Effects of long-acting bronchodilators in COPD patients according to COPD severity and ICS use

Marc Decramer, Ronald Dahl, Oliver Kornmann, Stephanie Korn, David Lawrence, Danny McBryan
Respiratory Medicine 2013, 107 (2): 223-32

BACKGROUND: Indacaterol is a once-daily, long-acting β(2)-agonist bronchodilator that improves dyspnoea and health status in patients with moderate-to-severe COPD. While its bronchodilator effects have been shown to be maintained in different patient subgroups, effects on clinical outcomes in certain subgroups are not yet defined.

METHODS: Post-hoc analysis of pooled clinical study data to investigate efficacy and safety of indacaterol compared with placebo and other long-acting bronchodilators (formoterol, salmeterol, open-label tiotropium) in patient subgroups defined by COPD severity (GOLD stage II or III; n = 4082) and ICS use at baseline (no/yes; n = 4088). Efficacy outcomes were trough (24-h post-dose) FEV(1), dyspnoea (transition dyspnoea index; TDI) and health status (St George's Respiratory Questionnaire; SGRQ) after 26 weeks.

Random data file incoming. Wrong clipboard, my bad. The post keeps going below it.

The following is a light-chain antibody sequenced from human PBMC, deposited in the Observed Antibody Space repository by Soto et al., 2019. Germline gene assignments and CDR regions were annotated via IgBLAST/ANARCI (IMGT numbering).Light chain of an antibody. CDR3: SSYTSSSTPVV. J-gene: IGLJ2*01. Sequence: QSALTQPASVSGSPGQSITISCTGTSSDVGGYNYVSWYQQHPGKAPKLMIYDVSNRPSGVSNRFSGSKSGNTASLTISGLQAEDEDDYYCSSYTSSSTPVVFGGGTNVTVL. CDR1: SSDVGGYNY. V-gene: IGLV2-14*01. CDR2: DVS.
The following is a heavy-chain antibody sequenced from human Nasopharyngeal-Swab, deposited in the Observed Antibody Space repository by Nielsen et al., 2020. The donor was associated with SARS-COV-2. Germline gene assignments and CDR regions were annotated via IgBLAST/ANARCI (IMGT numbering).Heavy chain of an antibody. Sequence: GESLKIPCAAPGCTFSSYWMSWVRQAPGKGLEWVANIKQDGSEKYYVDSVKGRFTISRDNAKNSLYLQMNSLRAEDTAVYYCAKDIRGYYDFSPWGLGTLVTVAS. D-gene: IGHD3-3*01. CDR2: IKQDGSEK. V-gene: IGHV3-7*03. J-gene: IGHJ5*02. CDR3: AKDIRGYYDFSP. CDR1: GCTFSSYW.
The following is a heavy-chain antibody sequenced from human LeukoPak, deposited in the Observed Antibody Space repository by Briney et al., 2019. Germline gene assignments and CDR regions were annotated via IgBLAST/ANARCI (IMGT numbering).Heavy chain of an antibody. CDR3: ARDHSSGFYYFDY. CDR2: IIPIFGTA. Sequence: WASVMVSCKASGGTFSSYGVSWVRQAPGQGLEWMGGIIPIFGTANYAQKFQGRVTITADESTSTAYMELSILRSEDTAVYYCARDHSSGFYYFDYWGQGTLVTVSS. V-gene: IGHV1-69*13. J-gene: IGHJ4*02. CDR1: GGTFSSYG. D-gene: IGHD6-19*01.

RESULTS: All active treatments significantly improved trough FEV(1) and dyspnoea compared with placebo, and all apart from open-label tiotropium improved health status compared with placebo. Among active treatments, indacaterol 150 μg had the best overall efficacy profile in the GOLD II and no-ICS subgroups. In the GOLD III and ICS subgroups, indacaterol 300 μg had the best overall efficacy, including a marked effect on dyspnoea (1.4-point improvement in TDI total score vs. placebo; p < 0.001). Within subgroups, the incidence of adverse events was similar between treatments.

CONCLUSION: Indacaterol maintained its efficacy regardless of disease severity or use of concurrent ICS. Indacaterol 150 μg had the best overall efficacy profile in the GOLD stage II patients while, in patients with more severe disease, indacaterol 300 μg provided useful improvements in dyspnoea.

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